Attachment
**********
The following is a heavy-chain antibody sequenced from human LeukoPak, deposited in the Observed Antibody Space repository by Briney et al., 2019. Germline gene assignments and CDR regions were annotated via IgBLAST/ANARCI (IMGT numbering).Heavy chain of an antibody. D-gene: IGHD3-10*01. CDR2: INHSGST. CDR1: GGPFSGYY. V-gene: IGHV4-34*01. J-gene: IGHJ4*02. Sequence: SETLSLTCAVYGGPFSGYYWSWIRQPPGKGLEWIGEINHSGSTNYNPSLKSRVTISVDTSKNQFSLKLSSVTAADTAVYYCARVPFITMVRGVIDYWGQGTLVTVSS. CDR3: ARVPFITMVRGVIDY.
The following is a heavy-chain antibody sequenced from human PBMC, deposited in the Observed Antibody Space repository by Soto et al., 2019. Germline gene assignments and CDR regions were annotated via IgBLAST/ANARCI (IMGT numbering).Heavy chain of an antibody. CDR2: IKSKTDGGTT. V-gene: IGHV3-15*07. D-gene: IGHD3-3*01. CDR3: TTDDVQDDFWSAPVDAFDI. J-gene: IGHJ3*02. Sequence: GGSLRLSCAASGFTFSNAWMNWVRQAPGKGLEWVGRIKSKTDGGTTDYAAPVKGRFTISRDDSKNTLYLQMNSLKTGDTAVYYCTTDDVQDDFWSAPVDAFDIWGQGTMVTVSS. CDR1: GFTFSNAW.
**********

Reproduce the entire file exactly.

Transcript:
The following is a heavy-chain antibody sequenced from human LeukoPak, deposited in the Observed Antibody Space repository by Briney et al., 2019. Germline gene assignments and CDR regions were annotated via IgBLAST/ANARCI (IMGT numbering).Heavy chain of an antibody. D-gene: IGHD3-10*01. CDR2: INHSGST. CDR1: GGPFSGYY. V-gene: IGHV4-34*01. J-gene: IGHJ4*02. Sequence: SETLSLTCAVYGGPFSGYYWSWIRQPPGKGLEWIGEINHSGSTNYNPSLKSRVTISVDTSKNQFSLKLSSVTAADTAVYYCARVPFITMVRGVIDYWGQGTLVTVSS. CDR3: ARVPFITMVRGVIDY.
The following is a heavy-chain antibody sequenced from human PBMC, deposited in the Observed Antibody Space repository by Soto et al., 2019. Germline gene assignments and CDR regions were annotated via IgBLAST/ANARCI (IMGT numbering).Heavy chain of an antibody. CDR2: IKSKTDGGTT. V-gene: IGHV3-15*07. D-gene: IGHD3-3*01. CDR3: TTDDVQDDFWSAPVDAFDI. J-gene: IGHJ3*02. Sequence: GGSLRLSCAASGFTFSNAWMNWVRQAPGKGLEWVGRIKSKTDGGTTDYAAPVKGRFTISRDDSKNTLYLQMNSLKTGDTAVYYCTTDDVQDDFWSAPVDAFDIWGQGTMVTVSS. CDR1: GFTFSNAW.